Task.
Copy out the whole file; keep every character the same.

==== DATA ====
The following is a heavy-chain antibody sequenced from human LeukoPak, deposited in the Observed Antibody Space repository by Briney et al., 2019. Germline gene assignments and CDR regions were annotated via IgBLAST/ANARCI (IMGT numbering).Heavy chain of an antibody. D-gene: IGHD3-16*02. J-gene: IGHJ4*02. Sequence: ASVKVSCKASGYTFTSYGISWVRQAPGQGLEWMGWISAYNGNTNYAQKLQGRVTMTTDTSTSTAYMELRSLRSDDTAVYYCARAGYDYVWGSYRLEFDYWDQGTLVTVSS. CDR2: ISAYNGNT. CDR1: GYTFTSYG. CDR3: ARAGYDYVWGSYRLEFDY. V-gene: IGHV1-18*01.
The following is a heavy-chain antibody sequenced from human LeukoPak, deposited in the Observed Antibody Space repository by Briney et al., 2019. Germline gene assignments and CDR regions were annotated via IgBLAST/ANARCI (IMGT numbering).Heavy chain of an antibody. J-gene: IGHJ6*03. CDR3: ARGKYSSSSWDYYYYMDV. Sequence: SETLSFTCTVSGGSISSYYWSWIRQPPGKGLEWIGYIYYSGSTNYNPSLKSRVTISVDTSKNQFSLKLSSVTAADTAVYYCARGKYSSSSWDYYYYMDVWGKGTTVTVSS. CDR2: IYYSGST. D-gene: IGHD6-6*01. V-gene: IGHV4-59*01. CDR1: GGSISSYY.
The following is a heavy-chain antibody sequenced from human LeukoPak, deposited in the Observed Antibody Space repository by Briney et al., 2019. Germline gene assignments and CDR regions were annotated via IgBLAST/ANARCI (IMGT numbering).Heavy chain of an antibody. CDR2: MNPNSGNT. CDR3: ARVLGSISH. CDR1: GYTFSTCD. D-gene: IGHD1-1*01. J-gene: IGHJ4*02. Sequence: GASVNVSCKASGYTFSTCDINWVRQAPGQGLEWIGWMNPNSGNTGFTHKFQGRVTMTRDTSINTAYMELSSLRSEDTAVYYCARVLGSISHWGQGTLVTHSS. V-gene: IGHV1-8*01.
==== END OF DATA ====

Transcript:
The following is a heavy-chain antibody sequenced from human LeukoPak, deposited in the Observed Antibody Space repository by Briney et al., 2019. Germline gene assignments and CDR regions were annotated via IgBLAST/ANARCI (IMGT numbering).Heavy chain of an antibody. D-gene: IGHD3-16*02. J-gene: IGHJ4*02. Sequence: ASVKVSCKASGYTFTSYGISWVRQAPGQGLEWMGWISAYNGNTNYAQKLQGRVTMTTDTSTSTAYMELRSLRSDDTAVYYCARAGYDYVWGSYRLEFDYWDQGTLVTVSS. CDR2: ISAYNGNT. CDR1: GYTFTSYG. CDR3: ARAGYDYVWGSYRLEFDY. V-gene: IGHV1-18*01.
The following is a heavy-chain antibody sequenced from human LeukoPak, deposited in the Observed Antibody Space repository by Briney et al., 2019. Germline gene assignments and CDR regions were annotated via IgBLAST/ANARCI (IMGT numbering).Heavy chain of an antibody. J-gene: IGHJ6*03. CDR3: ARGKYSSSSWDYYYYMDV. Sequence: SETLSFTCTVSGGSISSYYWSWIRQPPGKGLEWIGYIYYSGSTNYNPSLKSRVTISVDTSKNQFSLKLSSVTAADTAVYYCARGKYSSSSWDYYYYMDVWGKGTTVTVSS. CDR2: IYYSGST. D-gene: IGHD6-6*01. V-gene: IGHV4-59*01. CDR1: GGSISSYY.
The following is a heavy-chain antibody sequenced from human LeukoPak, deposited in the Observed Antibody Space repository by Briney et al., 2019. Germline gene assignments and CDR regions were annotated via IgBLAST/ANARCI (IMGT numbering).Heavy chain of an antibody. CDR2: MNPNSGNT. CDR3: ARVLGSISH. CDR1: GYTFSTCD. D-gene: IGHD1-1*01. J-gene: IGHJ4*02. Sequence: GASVNVSCKASGYTFSTCDINWVRQAPGQGLEWIGWMNPNSGNTGFTHKFQGRVTMTRDTSINTAYMELSSLRSEDTAVYYCARVLGSISHWGQGTLVTHSS. V-gene: IGHV1-8*01.